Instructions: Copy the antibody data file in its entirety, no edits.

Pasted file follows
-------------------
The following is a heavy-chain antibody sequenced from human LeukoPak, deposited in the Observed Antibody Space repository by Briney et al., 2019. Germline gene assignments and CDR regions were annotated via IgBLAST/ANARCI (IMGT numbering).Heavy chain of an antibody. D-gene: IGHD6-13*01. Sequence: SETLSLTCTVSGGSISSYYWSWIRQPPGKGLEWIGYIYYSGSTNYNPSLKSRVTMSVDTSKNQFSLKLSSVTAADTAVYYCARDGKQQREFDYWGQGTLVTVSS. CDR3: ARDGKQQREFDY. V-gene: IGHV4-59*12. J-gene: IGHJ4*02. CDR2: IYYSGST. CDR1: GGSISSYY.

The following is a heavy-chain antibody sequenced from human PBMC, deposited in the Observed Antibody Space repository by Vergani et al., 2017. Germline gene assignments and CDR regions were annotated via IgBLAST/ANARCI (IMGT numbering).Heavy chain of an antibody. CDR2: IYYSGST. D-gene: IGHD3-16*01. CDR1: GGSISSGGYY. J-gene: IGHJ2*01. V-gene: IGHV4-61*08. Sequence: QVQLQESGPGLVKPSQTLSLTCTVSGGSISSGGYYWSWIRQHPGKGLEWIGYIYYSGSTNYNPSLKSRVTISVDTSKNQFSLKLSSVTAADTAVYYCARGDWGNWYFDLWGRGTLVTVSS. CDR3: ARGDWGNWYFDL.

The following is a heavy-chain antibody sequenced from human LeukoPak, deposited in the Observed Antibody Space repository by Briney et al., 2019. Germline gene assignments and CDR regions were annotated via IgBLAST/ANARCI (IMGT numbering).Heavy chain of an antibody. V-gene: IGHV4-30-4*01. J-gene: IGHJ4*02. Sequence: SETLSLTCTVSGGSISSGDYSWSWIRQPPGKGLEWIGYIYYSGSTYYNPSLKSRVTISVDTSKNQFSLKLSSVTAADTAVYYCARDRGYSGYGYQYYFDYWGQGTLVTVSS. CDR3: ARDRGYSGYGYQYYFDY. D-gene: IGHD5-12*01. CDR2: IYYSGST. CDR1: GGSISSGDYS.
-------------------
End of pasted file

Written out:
The following is a heavy-chain antibody sequenced from human LeukoPak, deposited in the Observed Antibody Space repository by Briney et al., 2019. Germline gene assignments and CDR regions were annotated via IgBLAST/ANARCI (IMGT numbering).Heavy chain of an antibody. D-gene: IGHD6-13*01. Sequence: SETLSLTCTVSGGSISSYYWSWIRQPPGKGLEWIGYIYYSGSTNYNPSLKSRVTMSVDTSKNQFSLKLSSVTAADTAVYYCARDGKQQREFDYWGQGTLVTVSS. CDR3: ARDGKQQREFDY. V-gene: IGHV4-59*12. J-gene: IGHJ4*02. CDR2: IYYSGST. CDR1: GGSISSYY.

The following is a heavy-chain antibody sequenced from human PBMC, deposited in the Observed Antibody Space repository by Vergani et al., 2017. Germline gene assignments and CDR regions were annotated via IgBLAST/ANARCI (IMGT numbering).Heavy chain of an antibody. CDR2: IYYSGST. D-gene: IGHD3-16*01. CDR1: GGSISSGGYY. J-gene: IGHJ2*01. V-gene: IGHV4-61*08. Sequence: QVQLQESGPGLVKPSQTLSLTCTVSGGSISSGGYYWSWIRQHPGKGLEWIGYIYYSGSTNYNPSLKSRVTISVDTSKNQFSLKLSSVTAADTAVYYCARGDWGNWYFDLWGRGTLVTVSS. CDR3: ARGDWGNWYFDL.

The following is a heavy-chain antibody sequenced from human LeukoPak, deposited in the Observed Antibody Space repository by Briney et al., 2019. Germline gene assignments and CDR regions were annotated via IgBLAST/ANARCI (IMGT numbering).Heavy chain of an antibody. V-gene: IGHV4-30-4*01. J-gene: IGHJ4*02. Sequence: SETLSLTCTVSGGSISSGDYSWSWIRQPPGKGLEWIGYIYYSGSTYYNPSLKSRVTISVDTSKNQFSLKLSSVTAADTAVYYCARDRGYSGYGYQYYFDYWGQGTLVTVSS. CDR3: ARDRGYSGYGYQYYFDY. D-gene: IGHD5-12*01. CDR2: IYYSGST. CDR1: GGSISSGDYS.